Monday, May 28, 2007


Radio New Zealand Concert network
Sundaym 3rd of July 2016 at 6 - 9 pm
Sunday 1st of March 2009 at 3 - 6 pm
Sunday 3rd of June 2007 at 3pm

GLUCK: Orfeo ed Euridice, an opera in three acts
The Greek legend in which the grief-stricken Orfeo is given permission to retrieve his wife Euridice from Hades
2016 (French)
Orphée......................... Juan Diego Floréz (tenor)
Eurydice...................... Lucy Crowe
Amour.......................... Amanda Forsythe
Monteverdi Choir, English Baroque Soloists
John Eliot Gardiner, Covent Garden 2015
2009 (Italian)
Euridice......................... Danielle de Niese
Amor............................ Heidi Grant Murphy
Orfeo............................ Stephanie Blythe (alto)
Metropolitan Opera Chorus & Orch/James Levine
2007 (Italian)
Euridice: Maija Kovalevska
Amor: Heidi Grant Murphy
Orfeo: David Daniels (counter-tenor)
Conductor: James Levine


Juan Diego Florez noted in 2015 that it is all played out in the brain of Orpheus; he is working through his grief (What will I do without her?) and finally he accepts he must live without his beloved Eurydice.

The bliss of the lovers has been abruptly dissipated by Eurydice's death from snakebite. Orpheus laments his loss lovingly and lengthily at the tomb.
   Amor  (godddess of love) intervenes to report the decision of the gods, who have been moved to pity: he may go down to the underworld and bring her home, provided that he does not look back at her before they have crossed the River Styx, the boundary of Hades. (Is this a test of his constancy and patience, or an indication of how petty and  pernicious and pernickety the decrees of the gods could be?)
   Orpheus, in a state of determination mingled with trepidation, begins his descent.

At the entrance to the underworld, Orpheus is confronted by a host of furies (including the members of the orchestra in silly one-piece striped suits, in the Catalan version) who refuse admittance to this presumptuous undead mortal; but they are eventually moved by his singing, and they calmly allow him to pass.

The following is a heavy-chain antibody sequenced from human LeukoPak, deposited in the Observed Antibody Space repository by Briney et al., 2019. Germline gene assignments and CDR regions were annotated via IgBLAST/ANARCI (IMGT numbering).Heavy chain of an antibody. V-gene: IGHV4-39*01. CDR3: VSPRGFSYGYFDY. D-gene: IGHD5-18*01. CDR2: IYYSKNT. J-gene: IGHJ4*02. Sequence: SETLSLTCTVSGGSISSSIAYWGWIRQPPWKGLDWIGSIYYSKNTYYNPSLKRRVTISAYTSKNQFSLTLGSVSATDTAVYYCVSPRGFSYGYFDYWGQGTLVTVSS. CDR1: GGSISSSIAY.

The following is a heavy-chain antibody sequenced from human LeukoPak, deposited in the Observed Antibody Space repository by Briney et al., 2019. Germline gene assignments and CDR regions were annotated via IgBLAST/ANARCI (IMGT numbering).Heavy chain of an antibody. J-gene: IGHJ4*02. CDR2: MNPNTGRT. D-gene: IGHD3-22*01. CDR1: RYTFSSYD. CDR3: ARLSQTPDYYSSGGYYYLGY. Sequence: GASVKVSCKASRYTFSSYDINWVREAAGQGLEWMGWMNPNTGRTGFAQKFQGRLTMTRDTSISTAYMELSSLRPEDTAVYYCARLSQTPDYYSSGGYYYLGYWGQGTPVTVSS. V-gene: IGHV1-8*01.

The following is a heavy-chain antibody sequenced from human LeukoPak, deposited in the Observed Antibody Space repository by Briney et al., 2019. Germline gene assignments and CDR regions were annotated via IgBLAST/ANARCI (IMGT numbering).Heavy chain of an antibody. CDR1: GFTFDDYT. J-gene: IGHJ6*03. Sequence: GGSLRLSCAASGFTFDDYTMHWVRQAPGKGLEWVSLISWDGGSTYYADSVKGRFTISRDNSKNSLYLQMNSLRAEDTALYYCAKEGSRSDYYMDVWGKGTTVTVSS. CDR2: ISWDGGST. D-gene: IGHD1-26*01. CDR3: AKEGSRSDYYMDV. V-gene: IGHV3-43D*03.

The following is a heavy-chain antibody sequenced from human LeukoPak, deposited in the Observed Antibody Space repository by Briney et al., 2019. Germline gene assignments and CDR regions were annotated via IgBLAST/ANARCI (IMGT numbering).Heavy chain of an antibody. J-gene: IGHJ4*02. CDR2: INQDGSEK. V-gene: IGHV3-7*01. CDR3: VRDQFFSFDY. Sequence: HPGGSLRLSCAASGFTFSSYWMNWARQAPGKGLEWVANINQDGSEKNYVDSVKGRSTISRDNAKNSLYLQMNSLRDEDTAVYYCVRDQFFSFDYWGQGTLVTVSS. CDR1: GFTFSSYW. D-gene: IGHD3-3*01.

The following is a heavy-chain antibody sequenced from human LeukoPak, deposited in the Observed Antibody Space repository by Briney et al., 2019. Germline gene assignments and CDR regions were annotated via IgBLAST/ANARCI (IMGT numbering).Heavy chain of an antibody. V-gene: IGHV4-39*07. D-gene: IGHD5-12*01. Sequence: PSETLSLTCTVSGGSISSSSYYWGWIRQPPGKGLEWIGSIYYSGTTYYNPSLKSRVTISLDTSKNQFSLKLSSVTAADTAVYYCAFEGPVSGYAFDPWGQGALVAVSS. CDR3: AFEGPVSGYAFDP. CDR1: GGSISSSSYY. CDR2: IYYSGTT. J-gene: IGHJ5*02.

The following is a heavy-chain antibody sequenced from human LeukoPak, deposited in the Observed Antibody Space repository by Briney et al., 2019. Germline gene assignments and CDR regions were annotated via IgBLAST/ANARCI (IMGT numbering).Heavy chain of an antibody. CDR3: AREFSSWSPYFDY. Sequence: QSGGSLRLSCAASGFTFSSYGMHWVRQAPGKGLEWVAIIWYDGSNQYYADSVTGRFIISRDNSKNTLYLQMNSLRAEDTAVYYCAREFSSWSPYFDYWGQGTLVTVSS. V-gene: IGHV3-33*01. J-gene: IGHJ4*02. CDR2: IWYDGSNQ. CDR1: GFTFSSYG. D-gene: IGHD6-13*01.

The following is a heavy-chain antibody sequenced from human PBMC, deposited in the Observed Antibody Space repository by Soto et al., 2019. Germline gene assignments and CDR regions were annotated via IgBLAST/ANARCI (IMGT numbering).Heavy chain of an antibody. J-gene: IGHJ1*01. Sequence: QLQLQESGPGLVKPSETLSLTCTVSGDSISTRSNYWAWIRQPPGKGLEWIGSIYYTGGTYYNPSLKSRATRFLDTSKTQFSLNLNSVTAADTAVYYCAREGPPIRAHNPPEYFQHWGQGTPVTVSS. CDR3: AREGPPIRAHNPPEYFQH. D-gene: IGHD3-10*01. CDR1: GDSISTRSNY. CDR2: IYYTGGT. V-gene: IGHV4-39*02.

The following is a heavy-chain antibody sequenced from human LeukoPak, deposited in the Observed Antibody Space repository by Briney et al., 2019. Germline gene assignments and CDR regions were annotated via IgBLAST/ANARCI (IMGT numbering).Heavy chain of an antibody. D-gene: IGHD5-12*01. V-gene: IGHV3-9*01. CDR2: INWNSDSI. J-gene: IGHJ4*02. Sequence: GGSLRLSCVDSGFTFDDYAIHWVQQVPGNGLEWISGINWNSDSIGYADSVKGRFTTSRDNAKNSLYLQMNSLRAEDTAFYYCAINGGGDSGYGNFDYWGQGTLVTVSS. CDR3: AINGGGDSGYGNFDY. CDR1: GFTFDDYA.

Scene 2 opens with the ballet of the Blessed Spirits (a minuet, including a lovely flute solo). Orpheus is now in paradise, the Elysian fields (more peaceful than that busy Parisian road with the same name). In the Elysian Fields, the Blessed Spirits welcome him; they will be playing their beautiful dance music, which was cruelly omitted in the only performance I have seen, at Victoria University in 1981, as in the original performance in 1762; this piece would have interrupted the dramatic action (what action? characters walking on the spot).
  Orfeo breaks out into song, Che puro ciel, che chiaro sol (What a pure sky, what a clear sun). [So they have their own sky and sun down there?] Birds are singing sweetly in harmony, the atmosphere is serene in this abode of the Heroes (male and female). Nevertheless, unless he can find his ‘idol’ he will despair. “Her sweet accents, her amorous glances, her lovely laughter” are his sole Elysium. But where is she to be found?  The chorus tells Orfeo that Amor (Love) will return Euridice to him, risen from the dead and restored to her former beauty. But Orfeo is impatient, and tells the spirits that if they were lovers, they would understand the fiery desire that is tormenting him; without her he can not be happy even in this placid place. It’s all right, she is coming, they say, and they tell her not to bewail her fate, because she has another Elysium now, in the person of her faithful spouse.
    Anyway, Eurydice is restored to Orpheus.

Act 3. Scene 1 is a lengthy conversation between the  reunited couple (he is permitted to speak to her but not to look at her, in this version). Orpheus is leading his beloved by the hand, with his eyes continually averted, in accordance with his vow.
Before long she withdraws her hand and demands that he look at her, and give her the hugs and kisses she expects from him. He grabs her hand again, and tries to drag her out of the realm of darkness. Again she pulls her hand away in anger and resentment. Together, though separately, they sing: Grande, o Numi, è il dono vostro! “Great , O Gods, is your gift. I know it and am grateful. But the pain you link with your gift is unbearable to me”. Euridice then continues with two angry outbursts about her anguish (some of us will find her a bit unreasonable, but we should remember she does not know the rules of the game).
   Eurydice wants to know what is wrong, as it seems his refusal to look at her means that he no longer loves her. He protests, but she says she would rather be dead if she does not have his affection. Orfeo is finally impelled into looking at her, and with a cry of ‘What’s happening to me?’ she collapses and dies. Orfeo shakes her but can not revive her, and he reverts to his inconsolable state.  Orpheus has yielded to her pleas,  and we are back where we started.